So, we’re pretty set on giving it a try.  And come next January, we’ll take a long look at if it’s working.  If it isn’t, come next February we’ll lottery him into his brother’s school.  But if we’re right, and home is what’s best for him, then home he will stay through at least middle school if not all the way to graduation.

3 Comments

  1. Comment by aadrw:

    Hiya,

    I’m sure you already know this, but on the off chance, here you go. If kiddo’s ADHD, showing signs of OCD, and isn’t able to manage in another educational setting (“it’s not them, it’s him”), these are red flags in the special education world. It’s worth asking the school district for a full psycho-educational run down on him. It should include academic, psychological, mental health, and anything else that you’re at all concerned about (speech pragmatics, ability to negotiate a playground, whatever). Your family may choose to homeschool, or to enroll him in a private kinder, and only you know what will work best for him and you, but it’s the district’s obligation to put him in a kindergarten with the necessary supports he requires to succeed (which damn well includes a school bus). Cognitive behavioral therapy and a tightly structured day can do wonders for kids with ADHD, and if that’s what it takes for him to manage school (and the school to manage him) then they get to provide it.

    Wishing you all the best,
    D

    • Comment by kmarrs:

      I don’t think the ADHD is why he didn’t thrive in preschool, I honestly think he wasn’t challenged enough. He went in there knowing basic multiplication, therefor couldn’t take them seriously when they tried to teach him how to count. At the same time he gets stuck counting past 12. It’s a patience thing. As in, he has none for an inferior brain. lol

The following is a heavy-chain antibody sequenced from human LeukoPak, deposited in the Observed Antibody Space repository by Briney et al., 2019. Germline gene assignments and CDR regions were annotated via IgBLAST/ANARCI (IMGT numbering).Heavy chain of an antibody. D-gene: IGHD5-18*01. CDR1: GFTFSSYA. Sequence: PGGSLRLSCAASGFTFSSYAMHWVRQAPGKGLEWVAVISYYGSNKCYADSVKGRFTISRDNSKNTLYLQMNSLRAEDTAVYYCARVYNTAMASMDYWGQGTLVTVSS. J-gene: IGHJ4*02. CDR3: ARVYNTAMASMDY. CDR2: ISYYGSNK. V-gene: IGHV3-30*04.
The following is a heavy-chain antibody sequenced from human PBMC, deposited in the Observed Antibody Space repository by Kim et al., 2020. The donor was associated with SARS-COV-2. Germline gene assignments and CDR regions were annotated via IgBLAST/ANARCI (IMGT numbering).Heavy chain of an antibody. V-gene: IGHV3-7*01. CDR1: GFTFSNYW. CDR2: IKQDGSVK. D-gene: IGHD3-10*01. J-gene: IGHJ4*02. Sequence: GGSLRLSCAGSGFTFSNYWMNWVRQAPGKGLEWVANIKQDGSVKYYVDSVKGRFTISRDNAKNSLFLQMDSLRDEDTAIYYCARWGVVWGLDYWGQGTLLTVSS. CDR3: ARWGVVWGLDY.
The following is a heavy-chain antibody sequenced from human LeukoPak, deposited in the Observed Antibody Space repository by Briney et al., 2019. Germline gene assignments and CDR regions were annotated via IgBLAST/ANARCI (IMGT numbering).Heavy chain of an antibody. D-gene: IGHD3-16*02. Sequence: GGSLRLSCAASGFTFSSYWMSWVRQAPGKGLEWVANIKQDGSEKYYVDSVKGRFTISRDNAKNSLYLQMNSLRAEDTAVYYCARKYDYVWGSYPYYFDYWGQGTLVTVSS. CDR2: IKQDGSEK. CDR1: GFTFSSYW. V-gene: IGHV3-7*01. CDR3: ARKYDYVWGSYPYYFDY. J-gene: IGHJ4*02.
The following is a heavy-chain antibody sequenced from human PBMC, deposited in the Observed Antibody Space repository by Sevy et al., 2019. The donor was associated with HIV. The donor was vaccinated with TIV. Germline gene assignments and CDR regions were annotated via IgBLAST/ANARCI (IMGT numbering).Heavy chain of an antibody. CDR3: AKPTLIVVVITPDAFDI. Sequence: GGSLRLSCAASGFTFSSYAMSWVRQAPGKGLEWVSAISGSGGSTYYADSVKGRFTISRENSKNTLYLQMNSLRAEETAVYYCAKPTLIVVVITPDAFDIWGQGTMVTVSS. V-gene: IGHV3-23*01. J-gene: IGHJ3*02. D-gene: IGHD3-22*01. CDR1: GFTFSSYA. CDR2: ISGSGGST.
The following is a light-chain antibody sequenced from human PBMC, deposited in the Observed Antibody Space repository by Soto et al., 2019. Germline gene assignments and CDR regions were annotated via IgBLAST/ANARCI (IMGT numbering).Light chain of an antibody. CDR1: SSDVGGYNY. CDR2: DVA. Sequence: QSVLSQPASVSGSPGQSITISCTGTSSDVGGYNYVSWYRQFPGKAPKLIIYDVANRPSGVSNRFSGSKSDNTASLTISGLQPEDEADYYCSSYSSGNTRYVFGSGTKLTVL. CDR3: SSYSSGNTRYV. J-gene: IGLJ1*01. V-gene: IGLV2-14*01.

He has a psychiatrist who is keeping tabs on him, though yes the school board could apply it to education. But honestly, I don’t want to IEP him if I can avoid it. And when he is medicated, I can avoid it. I was going to stick him in a regular class, the reason it didn’t happen that way is because I missed deadlines I didn’t realize where come and gone, and because of his age, not the mental curiosities. The strive for pre-K was because he’s only had 1 year of pre-school and just doesn’t seem to be quite ready to me.

      His mental health is a concern, always. But honestly, so is what the federal government is doing to the education system. I want my little engineer to be able to get excited about robots and spend his school day building his own and then programming it to carry off a hit on his older brother, and not having to worry about the latest standardized test out there.

      I have no doubts this kid is brilliant. But he’s brilliant in a way that won’t come across on a scantron, but will come across when he’s making millions on government projects you don’t have the clearance level to hear about.

      Yeah, don’t be surprised when this gets re-done as a blog post. I’ll add some length. But this is too important to get buried as a comment.

      hugs

    • Comment by kmarrs:

      It is worth noting his behavior in the classroom was spot on. They could manage him, just couldn’t teach him.